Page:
"Disraeli: Portrait of a Romantic," a four-part Masterpiece Theater series that begins tomorrow at 9 p.m. on PBS, is still another entertainingly English equivalent of Skippy Peanut Butter Presents "You Are There."
This time we are in Queen Victoria's kingdom, rising with a bold and Byronesque sexual politician to the post prime minister. Benjamin Disraeli, as is made clear in the opening episode, was born a Jew. His father, however, chose a christening instead of a bar mitzvah, and the lad lusted after Parliament.
By all accounts, including this one, Disraeli was a fascinating fellow. He wrote novels satirizing the upper crust, but he knew what side his bread was buttered on.
He was 34 before his novelistic victims, charmed by his wit and ambition, succeeded in buying him his first seat in the House of Commons. By that time he had gained much worldly experience in eluding bill collectors and jealous husbands. By that time also Episode One has concluded.
It will take only three more Sundays for Disraeli to marry the rich widow Mary Ann Lewis, fall in love with her (after the fact), gain the admiration of his fellow MPs and the friendship of Queen Victoria and Prince Albert, and make his mark as prime minister of England.Even Disraeli could not rise so fast were it not for the help of Alistair Cooke, whose introductions fill the gaps with languid ease.
Disraeli remains as much an enigma today as he was in his time. An opportunist cruelly stricken with Thames Fever (cf. Potomac Fever), a dandy, a gifted writer, a Tory bent on social reform, he was a great statesman from the wrong side of the tracks.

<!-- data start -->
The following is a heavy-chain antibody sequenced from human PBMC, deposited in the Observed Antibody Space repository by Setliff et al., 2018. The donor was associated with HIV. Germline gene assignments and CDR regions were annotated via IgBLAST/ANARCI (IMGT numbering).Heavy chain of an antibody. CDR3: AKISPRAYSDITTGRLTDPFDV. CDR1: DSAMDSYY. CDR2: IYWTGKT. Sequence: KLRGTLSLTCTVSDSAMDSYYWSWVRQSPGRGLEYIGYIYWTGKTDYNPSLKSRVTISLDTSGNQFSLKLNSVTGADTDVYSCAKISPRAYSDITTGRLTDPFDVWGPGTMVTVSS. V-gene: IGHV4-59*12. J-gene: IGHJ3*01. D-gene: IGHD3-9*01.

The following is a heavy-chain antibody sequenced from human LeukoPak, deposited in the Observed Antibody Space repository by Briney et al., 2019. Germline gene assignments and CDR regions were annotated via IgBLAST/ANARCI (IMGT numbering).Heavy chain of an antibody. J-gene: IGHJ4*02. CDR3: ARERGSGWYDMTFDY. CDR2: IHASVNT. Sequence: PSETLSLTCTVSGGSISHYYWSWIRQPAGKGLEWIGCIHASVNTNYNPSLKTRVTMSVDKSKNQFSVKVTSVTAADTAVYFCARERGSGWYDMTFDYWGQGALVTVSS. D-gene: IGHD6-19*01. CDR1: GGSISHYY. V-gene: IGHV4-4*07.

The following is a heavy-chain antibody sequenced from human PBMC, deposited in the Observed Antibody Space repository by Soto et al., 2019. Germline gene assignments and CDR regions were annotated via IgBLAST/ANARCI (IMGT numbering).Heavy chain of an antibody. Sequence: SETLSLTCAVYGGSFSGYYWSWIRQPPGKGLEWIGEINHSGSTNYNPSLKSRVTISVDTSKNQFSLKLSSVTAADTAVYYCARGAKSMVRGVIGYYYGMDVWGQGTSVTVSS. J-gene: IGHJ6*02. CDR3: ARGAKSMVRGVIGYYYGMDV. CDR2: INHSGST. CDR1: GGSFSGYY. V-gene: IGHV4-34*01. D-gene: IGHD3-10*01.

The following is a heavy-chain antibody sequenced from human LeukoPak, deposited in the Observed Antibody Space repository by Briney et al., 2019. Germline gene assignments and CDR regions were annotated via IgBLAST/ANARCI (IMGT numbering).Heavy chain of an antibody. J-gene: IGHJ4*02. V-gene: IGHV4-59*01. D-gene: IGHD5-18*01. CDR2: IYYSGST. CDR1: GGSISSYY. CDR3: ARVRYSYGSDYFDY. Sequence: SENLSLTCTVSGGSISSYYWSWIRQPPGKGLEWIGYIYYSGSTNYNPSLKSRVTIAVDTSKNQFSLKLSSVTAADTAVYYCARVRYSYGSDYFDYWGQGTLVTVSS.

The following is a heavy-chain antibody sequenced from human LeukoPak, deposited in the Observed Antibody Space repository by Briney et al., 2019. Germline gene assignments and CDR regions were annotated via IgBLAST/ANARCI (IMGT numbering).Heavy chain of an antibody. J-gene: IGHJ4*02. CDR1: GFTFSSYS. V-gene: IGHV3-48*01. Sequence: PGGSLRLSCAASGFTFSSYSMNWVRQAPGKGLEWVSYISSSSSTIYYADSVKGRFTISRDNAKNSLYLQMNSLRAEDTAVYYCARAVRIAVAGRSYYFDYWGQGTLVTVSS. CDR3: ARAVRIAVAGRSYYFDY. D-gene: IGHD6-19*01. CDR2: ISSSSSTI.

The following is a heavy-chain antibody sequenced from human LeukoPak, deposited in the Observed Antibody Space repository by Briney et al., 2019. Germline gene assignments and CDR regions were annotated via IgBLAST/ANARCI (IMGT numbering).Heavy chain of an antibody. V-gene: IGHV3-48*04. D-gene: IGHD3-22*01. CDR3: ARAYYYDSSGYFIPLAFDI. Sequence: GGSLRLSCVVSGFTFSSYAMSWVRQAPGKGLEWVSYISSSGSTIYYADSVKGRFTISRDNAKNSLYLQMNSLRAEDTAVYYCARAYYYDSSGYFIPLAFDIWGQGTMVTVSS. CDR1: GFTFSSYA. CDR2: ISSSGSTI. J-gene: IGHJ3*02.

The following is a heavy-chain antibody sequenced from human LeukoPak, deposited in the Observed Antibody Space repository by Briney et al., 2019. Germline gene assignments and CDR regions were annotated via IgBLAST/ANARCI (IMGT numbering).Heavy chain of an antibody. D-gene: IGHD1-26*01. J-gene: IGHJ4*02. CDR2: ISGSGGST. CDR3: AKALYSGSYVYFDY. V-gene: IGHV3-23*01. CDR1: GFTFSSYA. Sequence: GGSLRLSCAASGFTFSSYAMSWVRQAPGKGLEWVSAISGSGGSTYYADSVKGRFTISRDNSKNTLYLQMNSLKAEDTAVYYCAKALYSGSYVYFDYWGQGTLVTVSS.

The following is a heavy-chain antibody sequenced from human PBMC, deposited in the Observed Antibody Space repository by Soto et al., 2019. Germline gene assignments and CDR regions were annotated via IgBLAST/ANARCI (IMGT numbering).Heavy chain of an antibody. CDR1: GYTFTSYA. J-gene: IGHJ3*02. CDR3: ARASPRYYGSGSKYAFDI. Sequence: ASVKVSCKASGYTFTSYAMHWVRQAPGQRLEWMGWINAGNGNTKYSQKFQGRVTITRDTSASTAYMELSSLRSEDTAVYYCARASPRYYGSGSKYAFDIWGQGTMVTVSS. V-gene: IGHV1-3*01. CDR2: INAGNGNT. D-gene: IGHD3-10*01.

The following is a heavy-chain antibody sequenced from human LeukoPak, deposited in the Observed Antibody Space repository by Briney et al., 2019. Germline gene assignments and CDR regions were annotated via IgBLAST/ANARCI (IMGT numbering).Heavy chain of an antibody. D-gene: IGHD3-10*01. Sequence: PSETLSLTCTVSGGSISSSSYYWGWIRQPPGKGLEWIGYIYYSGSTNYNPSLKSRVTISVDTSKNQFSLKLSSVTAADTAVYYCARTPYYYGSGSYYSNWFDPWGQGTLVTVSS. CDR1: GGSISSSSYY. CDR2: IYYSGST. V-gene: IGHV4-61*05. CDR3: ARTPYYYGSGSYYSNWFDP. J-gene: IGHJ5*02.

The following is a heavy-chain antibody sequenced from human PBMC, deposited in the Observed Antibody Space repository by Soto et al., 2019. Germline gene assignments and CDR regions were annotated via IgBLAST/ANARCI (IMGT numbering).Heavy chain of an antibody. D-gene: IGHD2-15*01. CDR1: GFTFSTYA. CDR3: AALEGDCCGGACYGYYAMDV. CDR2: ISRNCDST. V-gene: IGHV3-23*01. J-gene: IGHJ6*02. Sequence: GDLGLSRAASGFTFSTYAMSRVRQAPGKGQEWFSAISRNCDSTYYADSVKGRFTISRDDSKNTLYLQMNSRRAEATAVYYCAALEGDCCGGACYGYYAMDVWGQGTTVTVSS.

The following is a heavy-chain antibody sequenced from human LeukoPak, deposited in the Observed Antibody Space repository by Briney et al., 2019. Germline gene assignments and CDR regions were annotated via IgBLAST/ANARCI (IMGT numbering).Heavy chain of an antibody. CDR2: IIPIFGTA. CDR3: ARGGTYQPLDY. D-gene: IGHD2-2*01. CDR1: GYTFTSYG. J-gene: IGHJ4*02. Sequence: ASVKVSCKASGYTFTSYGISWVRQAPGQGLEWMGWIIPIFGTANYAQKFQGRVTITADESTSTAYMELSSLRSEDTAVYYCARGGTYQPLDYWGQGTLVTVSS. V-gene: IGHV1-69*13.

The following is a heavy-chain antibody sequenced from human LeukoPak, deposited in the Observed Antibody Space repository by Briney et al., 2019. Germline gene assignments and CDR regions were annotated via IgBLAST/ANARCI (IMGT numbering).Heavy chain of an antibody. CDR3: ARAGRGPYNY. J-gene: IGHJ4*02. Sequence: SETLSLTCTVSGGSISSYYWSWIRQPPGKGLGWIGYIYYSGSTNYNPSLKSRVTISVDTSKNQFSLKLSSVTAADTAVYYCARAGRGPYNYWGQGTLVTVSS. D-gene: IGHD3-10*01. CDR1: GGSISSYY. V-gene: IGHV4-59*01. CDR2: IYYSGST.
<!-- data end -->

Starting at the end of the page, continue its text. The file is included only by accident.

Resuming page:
It is doubtful that Masterpiece Theater will plumb the depths of this enigma in four hours, but then we do not so much want to psychoanalyze Disraeli as to enjoy him, and the first episode succeeds in allowing that.
Ian McShane, familiar as Judas in Franco Zeffirelli's "Jesus of Nazareth" and from several episodes of "Police Woman," plays the ambitious dandy as a bit understated rather than tortured by demons.
The portrayal is particularly useful, since it gives others in the cast the opportunity to indulge in small interpretations of interest. Disraeli's friend Bulwer, for example, gets a slight stutter at the hands of Brett Usher.
County D'Orsay is played by Leigh Lawson with a French accent of curious origin. Madlena Nedeva, as the pertipatetically flirtatious Henrietta Sykes, looks like a vestal virgin -- until she hops into bed with someone.
It is difficult not to wonder why American television comes off so differently than Masterpiece Theater television. Perhaps much of the answer is in the secondary roles. A series such as "Quincy" seems intent on letting only its star gain any depth of motivation, however shallow; "Disraeli" brings a half-dozen characters to brief life -- perhaps at Ian McShane's expense.
The music, by Wilfred Josephs, is characteristically fine, a haunting waltz to introduce the hero, then bits and snatches later to carry the business along. "I, Claudius" had a spooky, wonderful theme as well -- the British seem to insist on it. It may be that Dick Cavett's new introductory music -- darker and infinitely more mysterious than his former bubbling jazz motif -- is evidence that somebody is listening on This Side.
"Disraeli" is off to a good start, undeterred by the scope of its subject matter and not embarrassed to spend a fortune on costumes or hardly ever more out-of-doors.
It may be a masterpiece, but it's still Masterpiece Theater.